American Historian, Henry Adams put it aptly, when he said teachers affect eternity and can never tell where their influence stops. That maxim in many ways speaks to the legacy and influence of 60 year old veteran teacher, Mary Khalayi Mayatsa.
Mayatsa, a mother of 9 has been teaching for 40 years and is on the face of it, not about to slow down. She recently decided to come back in harness and teach, though she had formally retired. “I retired honorably as a secondary school head teacher. I still teach because I want to serve as an example and to help others achieve,” the Mbale based mayatsa says.
Mayatsa’s erstwhile students speak of her in high terms especially as regards the influence she had on them. 28 year old Rogers Wekesa, a construction worker says Mayatsa molded her into the disciplined and hard working person he is today.
“She was an outstanding teacher and a strict disciplinarian who emphasized hard work and diligence to all her students. In many respects, the precepts she stressed to me at school have laid a strong path for me in life. That path has seen me bring a value to my life and to other people’s lives,” Wekesa says.
Mayatsa came out retirement in 2012. She is currently head teacher at Nyanga Integrated Primary school in Bumboi, Mbale. The school is family owned and a brain child of her late husband, George William Mayatsa, who himself was an Educationist.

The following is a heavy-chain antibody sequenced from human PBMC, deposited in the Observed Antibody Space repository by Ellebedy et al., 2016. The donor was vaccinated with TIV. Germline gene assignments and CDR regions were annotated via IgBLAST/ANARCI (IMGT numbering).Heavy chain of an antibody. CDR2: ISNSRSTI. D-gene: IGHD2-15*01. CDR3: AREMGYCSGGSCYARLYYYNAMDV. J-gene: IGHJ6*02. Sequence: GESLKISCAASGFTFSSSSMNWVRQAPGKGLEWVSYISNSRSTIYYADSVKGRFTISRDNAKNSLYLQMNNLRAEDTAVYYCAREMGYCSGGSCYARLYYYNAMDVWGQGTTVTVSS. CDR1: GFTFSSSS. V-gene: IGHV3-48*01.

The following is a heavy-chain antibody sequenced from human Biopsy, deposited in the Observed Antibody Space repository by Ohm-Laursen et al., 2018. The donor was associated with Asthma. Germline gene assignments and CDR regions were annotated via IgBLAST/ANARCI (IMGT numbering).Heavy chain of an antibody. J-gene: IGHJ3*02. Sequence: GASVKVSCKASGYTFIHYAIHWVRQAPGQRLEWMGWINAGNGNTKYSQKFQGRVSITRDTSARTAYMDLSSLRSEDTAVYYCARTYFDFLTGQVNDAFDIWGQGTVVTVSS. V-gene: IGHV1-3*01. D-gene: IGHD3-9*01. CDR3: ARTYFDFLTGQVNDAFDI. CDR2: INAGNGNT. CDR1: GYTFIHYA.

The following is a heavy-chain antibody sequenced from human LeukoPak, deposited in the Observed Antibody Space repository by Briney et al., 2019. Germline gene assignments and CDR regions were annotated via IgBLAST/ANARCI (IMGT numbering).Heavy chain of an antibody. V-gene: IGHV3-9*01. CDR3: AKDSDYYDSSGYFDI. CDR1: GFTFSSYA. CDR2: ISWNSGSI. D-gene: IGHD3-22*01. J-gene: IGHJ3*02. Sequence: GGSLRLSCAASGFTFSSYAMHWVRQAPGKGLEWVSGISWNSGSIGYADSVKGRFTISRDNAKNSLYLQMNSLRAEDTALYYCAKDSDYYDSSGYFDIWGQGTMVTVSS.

At present, the school only has only a Primary section, though it had a Vocational section in its early fledgling days. In Mukhuwa and Bumarobole village, Bumboi, where the school is located, Mayatsa has struck quite a chord with the locals.
“Most people living in the villages surrounding the school are thankful that the school is operating again and that Mayatsa is in charge. She is a lady with a big heart and down to earth as a person and as a teacher. She like her late husband has helped a lot of people in this area and not only in terms of education. In many ways, the teaching service she is offering now at the school is a welcome development as most of our children are now going back to school,” Idi Makhafu, an elder in Mukhuwa village notes.
ACADEMIC FORTUNES CHANGE
There was a favourable change in Nyanga’s academic performance trajectory when Mayatsa took over the reins in 2013 after her retirement. 12 out of 14 school pupils got second grades in the PLE exams that year. That was quite a feat considering that the school was just getting back on track and is located in a remote place, devoid of power and short on teachers. Last year 15 pupils sat for PLE exams. 12 got second grades. The rest got third grades. Mayatsa expects even better results this year and even more pupils to enroll at the school.
She teaches Mathematics. Erick Sakwa, deputy RDC Jinja, one of Mayatsa’s erstwhile students says the good performance of the school’s pupils in the years after Mayatsa took over speaks volumes about her dedicated efforts towards teaching.
ON MAKING THE TRANSITION TO TEACH IN PRIMARY
Mayatsa is a secondary school teacher by training but she says making the transition to teach in Primary was not a tall order. “I had to break the mould and bring my wealth of experience to bear at the school. We had few teachers and I owed to myself to myself, my family and the school to teach and pass on knowledge. The area where the school is situated has many children but few go to school. I wanted to be part and parcel of the change in that status quo in the area,” Mayatsa says.